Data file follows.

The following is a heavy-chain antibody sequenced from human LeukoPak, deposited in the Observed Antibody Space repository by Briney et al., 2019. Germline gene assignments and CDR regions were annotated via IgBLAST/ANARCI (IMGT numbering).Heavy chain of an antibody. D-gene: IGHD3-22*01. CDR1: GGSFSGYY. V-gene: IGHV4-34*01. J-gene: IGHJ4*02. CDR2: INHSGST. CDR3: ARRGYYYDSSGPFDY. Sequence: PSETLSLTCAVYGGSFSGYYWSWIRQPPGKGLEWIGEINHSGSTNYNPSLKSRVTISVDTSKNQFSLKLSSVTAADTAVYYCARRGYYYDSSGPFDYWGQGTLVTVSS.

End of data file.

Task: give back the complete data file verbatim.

The following is a heavy-chain antibody sequenced from human LeukoPak, deposited in the Observed Antibody Space repository by Briney et al., 2019. Germline gene assignments and CDR regions were annotated via IgBLAST/ANARCI (IMGT numbering).Heavy chain of an antibody. D-gene: IGHD3-22*01. CDR1: GGSFSGYY. V-gene: IGHV4-34*01. J-gene: IGHJ4*02. CDR2: INHSGST. CDR3: ARRGYYYDSSGPFDY. Sequence: PSETLSLTCAVYGGSFSGYYWSWIRQPPGKGLEWIGEINHSGSTNYNPSLKSRVTISVDTSKNQFSLKLSSVTAADTAVYYCARRGYYYDSSGPFDYWGQGTLVTVSS.